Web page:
Graduate Division of Arts and Sciences (i)
The curriculum in Buddhism is a highly developed program of courses which research the general teachings of Buddhism and, in particular, the teachings of the Soto school, on which this university is founded. Every year the professors and students engage in animated discussion about the nature of Buddhism, what its main characteristics are, and how it should be construed to deal with modern times. Exegesis of the classical Buddhist texts is conducted in their original Sanskrit, Pali, Tibetan, and Chinese versions. The curriculum concentrates especially on the Buddhist Master Dogen, who was the founder of the Soto school, and the Buddhist Master Keizan, who developed the basis of the religious brotherhood. From their time to the present there has been an unending succession of superlative scholars and religious leaders in the Soto school.
Many of these scholars and religious leaders have exercised a formative role in the Buddhist world of Japan. Dogen's main work, Shobogenzo, is renowned as one of the most difficult religious texts in the history of Japanese Buddhism. Many of the students enrolled in this graduate program struggle day and night trying to decipher this text.
The graduate program of Buddhism offers a master's degree program and a doctoral degree program. The master's degree program was authorized on the first of May, 1952, and the doctoral program was subsequently authorized on the twenty-second of March, 1957. These programs have a long history and constitute the nucleus of the university.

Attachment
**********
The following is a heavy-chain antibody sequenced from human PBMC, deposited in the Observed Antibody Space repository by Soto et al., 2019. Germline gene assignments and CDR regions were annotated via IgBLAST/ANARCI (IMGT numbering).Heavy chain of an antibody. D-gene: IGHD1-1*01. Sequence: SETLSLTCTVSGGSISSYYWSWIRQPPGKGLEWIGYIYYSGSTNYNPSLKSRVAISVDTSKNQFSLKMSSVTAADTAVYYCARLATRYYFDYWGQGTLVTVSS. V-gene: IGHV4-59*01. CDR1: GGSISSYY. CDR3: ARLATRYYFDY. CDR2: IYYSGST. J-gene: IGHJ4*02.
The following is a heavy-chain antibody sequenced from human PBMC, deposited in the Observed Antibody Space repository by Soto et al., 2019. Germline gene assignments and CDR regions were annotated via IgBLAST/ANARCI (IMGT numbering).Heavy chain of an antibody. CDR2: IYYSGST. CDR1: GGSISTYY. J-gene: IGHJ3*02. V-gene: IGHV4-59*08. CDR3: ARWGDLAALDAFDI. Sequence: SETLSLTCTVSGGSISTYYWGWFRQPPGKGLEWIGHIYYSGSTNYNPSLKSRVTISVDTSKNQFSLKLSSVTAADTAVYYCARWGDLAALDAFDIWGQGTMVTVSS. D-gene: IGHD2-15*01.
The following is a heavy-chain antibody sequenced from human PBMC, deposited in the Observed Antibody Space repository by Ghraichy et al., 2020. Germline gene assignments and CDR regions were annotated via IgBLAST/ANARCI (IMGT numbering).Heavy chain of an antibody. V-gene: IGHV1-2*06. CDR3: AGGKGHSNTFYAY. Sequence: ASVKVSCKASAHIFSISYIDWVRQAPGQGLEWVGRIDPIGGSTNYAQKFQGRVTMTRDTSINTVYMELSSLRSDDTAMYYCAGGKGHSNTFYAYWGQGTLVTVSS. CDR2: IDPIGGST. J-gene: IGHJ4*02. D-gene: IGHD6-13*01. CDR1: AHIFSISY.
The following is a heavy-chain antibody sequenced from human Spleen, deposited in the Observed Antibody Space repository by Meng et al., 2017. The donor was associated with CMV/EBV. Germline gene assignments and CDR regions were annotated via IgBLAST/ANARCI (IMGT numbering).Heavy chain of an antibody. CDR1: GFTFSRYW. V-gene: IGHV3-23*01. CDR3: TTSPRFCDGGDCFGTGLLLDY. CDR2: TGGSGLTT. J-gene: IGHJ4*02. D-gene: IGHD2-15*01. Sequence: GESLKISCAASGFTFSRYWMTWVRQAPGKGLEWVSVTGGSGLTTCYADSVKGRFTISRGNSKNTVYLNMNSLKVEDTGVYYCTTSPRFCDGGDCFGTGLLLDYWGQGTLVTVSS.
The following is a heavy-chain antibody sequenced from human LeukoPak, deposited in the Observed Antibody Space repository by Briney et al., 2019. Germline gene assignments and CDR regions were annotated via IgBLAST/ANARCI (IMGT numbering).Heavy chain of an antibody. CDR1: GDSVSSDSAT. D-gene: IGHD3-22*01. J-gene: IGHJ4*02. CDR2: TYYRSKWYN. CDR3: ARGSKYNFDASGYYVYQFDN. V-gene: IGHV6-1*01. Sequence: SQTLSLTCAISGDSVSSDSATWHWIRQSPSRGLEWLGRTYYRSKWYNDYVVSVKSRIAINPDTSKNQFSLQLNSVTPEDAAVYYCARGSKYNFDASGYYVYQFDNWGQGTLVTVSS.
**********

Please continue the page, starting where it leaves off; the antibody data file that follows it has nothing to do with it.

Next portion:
There are seventy chairs of Buddhism for the master's degree program and twenty-three chairs provided in addition for the doctoral program. Of all graduate schools in Japan, Komazawa University has the most substantial professorial staff for Buddhism. Especially in the concentration here referred to as the science of Buddhism, truly world-famous professors conduct tuition in the history of Indian Buddhism, Tibetan Buddhism, Chinese Buddhism, and the divergent Chinese Buddhist doctrines of the Sanron school, Tendai school, and Kegon school. Komazawa Graduate School furthermore occupies the first place among all Japanese graduate schools for its scholarly tradition and leading research in the Buddhist Master Dogen, the history of the Zen school in China, and the doctrines of Zen Buddhism. The field of religious anthropology at Komazawa Graduate School has also reached a position of preeminence in Japan, such that graduates from other universities who want to specialize in this field often transfer to Komazawa University. In addition to the supremacy of our teaching faculty, our library possesses many priceless original texts and scholarly works on the doctrines of Buddhism and Zen.
The outstanding characteristics and tradition of our graduate school have attracted students and scholars throughout the world. At present, for instance, students from Brazil, Taiwan, and the Republic of Korea are enrolled in our graduate school. In the past, students and scholars from China, India, Sri Lanka, Thailand, Myanmar, the Philippines, Indonesia, Singapore, The United States, Canada, Italy, Switzerland, Greece, Finland, Denmark, Peru, Australia, and Ghana have attended our graduate school. Of these foreign scholars several have received doctoral degrees; most of them have thereupon returned to their home countries and taken leading positions in the research of Buddhism in major universities or research institutes.